The lifestyle brings with it an inherent set of risks. What if you struggle to find enough work to pay for your expenses? What if your laptop (and your entire work life) is stolen? What if there’s a problem with your bank?
These concerns come with traveling of any kind, but as a digital nomad, they will likely be at the forefront of your mind. Make sure that you have enough money saved to handle any emergencies before you leave and never allow yourself to become lax about all the normal precautions against theft and safety.
2. Lack of benefits
While some companies offer opportunities to work remotely, most digital nomads work for themselves in a freelance setup, meaning it is completely up to you to plan for retirement, health insurance, and tax season.
3. Productivity will likely suffer
It’s hard to pull yourself away from the beach to finish up that project with the approaching deadline or decline the invitation to go out with your new friends so that you can stay in and work, but sometimes you will have to. Not having set work hours or a set workspace can be a challenge to your productivity levels, and you will need to exercise a great amount of self-discipline to make this lifestyle work.
Sure, hopping from country to country can be incredible, but with no familiar home base to return to, the reality is that it can be really exhausting after a while. Making time to unwind and keeping self-care a priority is super important, especially without the built-in comforts of home.
Speaking of not having a familiar home base, you will also be missing your friends, family, pets, and every other thing you likely took comfort in in your old life.
You’ll make new friends and you’ll call your family once a week and you may even Skype your dog, but sometimes the loneliness will creep up on you and it can be really difficult to deal with.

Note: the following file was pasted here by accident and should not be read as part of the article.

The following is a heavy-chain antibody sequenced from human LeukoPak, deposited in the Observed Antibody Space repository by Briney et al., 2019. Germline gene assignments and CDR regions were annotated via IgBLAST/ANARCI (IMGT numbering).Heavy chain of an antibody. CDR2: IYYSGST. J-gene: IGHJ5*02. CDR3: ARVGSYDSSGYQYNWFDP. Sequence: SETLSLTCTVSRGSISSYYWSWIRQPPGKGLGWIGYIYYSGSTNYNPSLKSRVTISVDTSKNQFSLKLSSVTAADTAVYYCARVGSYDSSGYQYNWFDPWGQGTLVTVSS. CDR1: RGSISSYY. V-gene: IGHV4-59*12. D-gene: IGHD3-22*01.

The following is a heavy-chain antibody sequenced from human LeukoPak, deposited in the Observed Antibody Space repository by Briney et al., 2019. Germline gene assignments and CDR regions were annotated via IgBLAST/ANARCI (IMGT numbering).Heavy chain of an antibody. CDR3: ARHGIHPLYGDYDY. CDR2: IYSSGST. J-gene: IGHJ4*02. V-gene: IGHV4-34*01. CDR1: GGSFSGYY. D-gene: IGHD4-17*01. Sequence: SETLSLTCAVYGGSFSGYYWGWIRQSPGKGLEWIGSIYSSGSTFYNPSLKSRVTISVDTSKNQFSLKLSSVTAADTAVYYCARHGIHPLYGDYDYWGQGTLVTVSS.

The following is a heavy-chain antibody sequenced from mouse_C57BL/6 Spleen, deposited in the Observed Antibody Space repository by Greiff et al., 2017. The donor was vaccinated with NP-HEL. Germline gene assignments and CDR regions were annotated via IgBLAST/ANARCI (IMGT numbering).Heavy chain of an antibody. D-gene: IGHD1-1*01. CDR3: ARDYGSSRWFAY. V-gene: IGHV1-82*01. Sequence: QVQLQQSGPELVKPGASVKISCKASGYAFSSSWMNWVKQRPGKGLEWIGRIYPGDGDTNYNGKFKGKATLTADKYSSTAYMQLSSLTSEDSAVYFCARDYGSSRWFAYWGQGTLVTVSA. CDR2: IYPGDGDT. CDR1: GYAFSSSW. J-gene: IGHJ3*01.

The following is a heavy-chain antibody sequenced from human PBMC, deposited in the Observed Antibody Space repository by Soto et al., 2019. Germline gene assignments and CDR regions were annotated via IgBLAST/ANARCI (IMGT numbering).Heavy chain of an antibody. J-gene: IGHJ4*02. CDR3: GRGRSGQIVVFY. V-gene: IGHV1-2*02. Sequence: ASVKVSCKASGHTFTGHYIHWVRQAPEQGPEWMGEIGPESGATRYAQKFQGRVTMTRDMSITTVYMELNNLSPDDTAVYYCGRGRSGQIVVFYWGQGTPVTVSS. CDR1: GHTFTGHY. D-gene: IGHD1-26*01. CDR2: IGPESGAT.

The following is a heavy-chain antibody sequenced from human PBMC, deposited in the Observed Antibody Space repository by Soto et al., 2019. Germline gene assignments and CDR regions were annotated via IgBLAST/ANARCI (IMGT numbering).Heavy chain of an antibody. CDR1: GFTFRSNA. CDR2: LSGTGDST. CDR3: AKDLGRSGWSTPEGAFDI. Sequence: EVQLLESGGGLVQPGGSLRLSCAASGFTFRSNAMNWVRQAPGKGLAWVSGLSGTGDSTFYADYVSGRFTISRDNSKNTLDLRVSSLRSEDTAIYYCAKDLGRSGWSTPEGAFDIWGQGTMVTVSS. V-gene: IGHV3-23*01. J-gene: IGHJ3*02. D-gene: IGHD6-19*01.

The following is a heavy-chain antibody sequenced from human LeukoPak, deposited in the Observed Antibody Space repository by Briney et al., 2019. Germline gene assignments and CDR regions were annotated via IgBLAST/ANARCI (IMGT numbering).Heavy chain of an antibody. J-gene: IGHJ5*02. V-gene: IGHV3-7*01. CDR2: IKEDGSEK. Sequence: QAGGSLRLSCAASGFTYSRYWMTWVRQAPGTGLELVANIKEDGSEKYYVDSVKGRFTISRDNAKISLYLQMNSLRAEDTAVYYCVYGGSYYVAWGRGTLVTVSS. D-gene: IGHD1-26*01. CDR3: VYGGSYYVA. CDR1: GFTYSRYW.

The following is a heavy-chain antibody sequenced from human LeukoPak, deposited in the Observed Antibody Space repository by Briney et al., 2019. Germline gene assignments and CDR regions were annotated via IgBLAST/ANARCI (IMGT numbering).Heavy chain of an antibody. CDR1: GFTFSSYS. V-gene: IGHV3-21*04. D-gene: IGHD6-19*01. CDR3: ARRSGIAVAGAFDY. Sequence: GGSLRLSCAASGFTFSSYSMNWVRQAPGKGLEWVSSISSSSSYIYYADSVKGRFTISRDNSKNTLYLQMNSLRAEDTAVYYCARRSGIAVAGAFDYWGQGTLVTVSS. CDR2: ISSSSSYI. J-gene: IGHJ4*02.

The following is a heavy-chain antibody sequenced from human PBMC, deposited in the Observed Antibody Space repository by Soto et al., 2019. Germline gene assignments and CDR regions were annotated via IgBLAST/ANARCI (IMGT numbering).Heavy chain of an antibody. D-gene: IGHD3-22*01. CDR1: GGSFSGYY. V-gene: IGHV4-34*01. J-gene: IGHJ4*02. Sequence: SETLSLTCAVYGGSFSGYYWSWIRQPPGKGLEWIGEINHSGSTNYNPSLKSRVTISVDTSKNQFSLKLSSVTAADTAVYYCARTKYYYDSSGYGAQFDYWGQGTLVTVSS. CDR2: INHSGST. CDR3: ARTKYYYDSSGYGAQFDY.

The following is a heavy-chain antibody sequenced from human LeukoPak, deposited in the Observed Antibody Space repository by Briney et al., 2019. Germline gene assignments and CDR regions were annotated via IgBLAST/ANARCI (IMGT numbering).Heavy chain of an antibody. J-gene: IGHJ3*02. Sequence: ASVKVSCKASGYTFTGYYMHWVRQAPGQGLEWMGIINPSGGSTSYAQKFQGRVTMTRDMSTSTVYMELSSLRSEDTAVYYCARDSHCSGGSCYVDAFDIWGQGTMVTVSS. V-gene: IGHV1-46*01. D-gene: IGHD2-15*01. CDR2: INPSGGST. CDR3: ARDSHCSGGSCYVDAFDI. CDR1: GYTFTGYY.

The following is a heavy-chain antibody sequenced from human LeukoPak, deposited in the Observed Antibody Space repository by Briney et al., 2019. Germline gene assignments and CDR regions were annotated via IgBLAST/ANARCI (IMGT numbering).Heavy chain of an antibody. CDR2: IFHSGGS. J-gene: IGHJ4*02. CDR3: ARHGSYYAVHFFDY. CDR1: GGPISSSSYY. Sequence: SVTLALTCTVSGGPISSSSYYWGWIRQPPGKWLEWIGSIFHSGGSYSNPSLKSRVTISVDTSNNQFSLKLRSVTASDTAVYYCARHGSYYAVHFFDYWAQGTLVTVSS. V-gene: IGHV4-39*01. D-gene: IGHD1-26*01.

Ask yourself what you hope to gain from the digital nomad lifestyle.
More simply put, what are your goals? Are you doing this for the money or is it the experience you value most? What are your financial goals as far as weekly, monthly, or yearly pay?
Having a clear vision of your goals, both personal and financial, will not only help you maintain motivation and focus professionally, but it will also help remind you why you took this chance in the first place should you ever begin questioning yourself in the future.
How to turn your part-time passion into a full-time digital nomad lifestyle
Develop your plan for finding work as a digital nomad/freelancer. Beginning your freelance business is no easier than starting any other business. It’s going to require time and a whole lot of hustle if you want to be successful as a freelancing digital nomad.
There are two primary ways you can find jobs as a freelancer, regardless of which industry you’re looking to break into.
First, there are active ways to find jobs as a digital nomad. Especially in the beginning, you’re sometimes going to have to actively seek out work. There are tons of online job boards for freelancers, including many that cater to a specific field. Here are just a few resources for general job boards:
The second type of active job seeking is the dreaded cold pitching. That is, finding a company, individual, or publication that you’d like to work with and pitching yourself and your work to them.